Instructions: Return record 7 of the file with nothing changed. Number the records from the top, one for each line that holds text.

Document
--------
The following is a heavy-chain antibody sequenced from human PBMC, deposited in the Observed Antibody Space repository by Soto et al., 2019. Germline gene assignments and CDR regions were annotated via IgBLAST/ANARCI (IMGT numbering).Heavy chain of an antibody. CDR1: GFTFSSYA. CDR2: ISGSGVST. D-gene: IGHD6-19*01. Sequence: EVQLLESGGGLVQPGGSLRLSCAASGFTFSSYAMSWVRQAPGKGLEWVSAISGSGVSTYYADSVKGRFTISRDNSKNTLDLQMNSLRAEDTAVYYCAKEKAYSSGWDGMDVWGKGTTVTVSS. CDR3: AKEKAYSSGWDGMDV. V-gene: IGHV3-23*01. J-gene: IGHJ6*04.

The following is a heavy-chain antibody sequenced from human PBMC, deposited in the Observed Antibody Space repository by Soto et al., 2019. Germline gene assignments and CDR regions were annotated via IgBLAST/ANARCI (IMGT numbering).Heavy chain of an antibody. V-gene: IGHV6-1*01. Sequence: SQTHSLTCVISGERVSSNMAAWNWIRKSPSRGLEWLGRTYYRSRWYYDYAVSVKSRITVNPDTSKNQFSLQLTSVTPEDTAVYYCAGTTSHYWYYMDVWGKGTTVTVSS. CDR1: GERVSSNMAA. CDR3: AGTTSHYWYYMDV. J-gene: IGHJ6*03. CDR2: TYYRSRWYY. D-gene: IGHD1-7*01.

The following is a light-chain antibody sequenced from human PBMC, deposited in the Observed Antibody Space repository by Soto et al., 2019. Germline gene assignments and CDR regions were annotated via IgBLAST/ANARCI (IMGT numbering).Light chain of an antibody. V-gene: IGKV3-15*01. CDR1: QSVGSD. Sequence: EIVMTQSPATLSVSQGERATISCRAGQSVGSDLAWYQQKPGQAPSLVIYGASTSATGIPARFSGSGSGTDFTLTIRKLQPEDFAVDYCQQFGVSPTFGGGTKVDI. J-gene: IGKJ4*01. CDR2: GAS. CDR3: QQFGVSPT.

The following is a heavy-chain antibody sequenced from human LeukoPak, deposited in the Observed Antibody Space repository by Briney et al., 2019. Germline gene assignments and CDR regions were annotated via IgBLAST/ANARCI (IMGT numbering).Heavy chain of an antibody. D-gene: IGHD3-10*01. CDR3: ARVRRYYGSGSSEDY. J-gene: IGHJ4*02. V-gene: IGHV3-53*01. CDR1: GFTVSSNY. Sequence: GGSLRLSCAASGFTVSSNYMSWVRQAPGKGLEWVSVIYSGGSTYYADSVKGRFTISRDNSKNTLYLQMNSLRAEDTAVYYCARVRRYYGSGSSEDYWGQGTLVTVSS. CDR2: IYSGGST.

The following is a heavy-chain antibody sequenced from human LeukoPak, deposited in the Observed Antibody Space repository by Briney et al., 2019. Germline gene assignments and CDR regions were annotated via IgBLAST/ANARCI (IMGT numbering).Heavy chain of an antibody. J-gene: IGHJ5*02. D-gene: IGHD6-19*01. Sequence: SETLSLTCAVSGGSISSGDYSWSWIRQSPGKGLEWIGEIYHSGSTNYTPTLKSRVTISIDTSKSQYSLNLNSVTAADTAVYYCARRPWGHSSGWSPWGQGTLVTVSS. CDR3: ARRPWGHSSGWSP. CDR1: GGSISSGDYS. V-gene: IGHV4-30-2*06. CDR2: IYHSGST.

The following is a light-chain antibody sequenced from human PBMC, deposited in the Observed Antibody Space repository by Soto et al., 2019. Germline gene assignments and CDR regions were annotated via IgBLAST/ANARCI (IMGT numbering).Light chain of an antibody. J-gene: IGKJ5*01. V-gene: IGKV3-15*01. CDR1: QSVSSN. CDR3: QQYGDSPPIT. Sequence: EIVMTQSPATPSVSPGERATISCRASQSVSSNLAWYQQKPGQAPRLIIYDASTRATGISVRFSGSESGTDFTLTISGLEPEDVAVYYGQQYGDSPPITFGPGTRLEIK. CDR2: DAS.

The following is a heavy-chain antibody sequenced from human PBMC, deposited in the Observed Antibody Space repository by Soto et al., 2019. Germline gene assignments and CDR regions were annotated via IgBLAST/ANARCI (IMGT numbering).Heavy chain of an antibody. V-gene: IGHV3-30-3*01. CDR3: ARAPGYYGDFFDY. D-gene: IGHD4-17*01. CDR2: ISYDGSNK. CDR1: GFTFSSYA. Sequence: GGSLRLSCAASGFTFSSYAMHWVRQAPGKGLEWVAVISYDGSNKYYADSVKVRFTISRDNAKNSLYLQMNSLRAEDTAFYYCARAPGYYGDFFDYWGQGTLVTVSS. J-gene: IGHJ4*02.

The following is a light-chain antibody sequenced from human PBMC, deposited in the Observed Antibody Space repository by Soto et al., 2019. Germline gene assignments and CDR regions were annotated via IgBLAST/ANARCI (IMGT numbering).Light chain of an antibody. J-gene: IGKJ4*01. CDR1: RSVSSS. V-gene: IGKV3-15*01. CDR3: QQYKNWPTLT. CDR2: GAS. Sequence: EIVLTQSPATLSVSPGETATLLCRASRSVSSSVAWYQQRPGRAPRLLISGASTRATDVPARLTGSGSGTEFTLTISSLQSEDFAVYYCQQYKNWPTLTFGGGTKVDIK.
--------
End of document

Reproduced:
The following is a heavy-chain antibody sequenced from human PBMC, deposited in the Observed Antibody Space repository by Soto et al., 2019. Germline gene assignments and CDR regions were annotated via IgBLAST/ANARCI (IMGT numbering).Heavy chain of an antibody. V-gene: IGHV3-30-3*01. CDR3: ARAPGYYGDFFDY. D-gene: IGHD4-17*01. CDR2: ISYDGSNK. CDR1: GFTFSSYA. Sequence: GGSLRLSCAASGFTFSSYAMHWVRQAPGKGLEWVAVISYDGSNKYYADSVKVRFTISRDNAKNSLYLQMNSLRAEDTAFYYCARAPGYYGDFFDYWGQGTLVTVSS. J-gene: IGHJ4*02.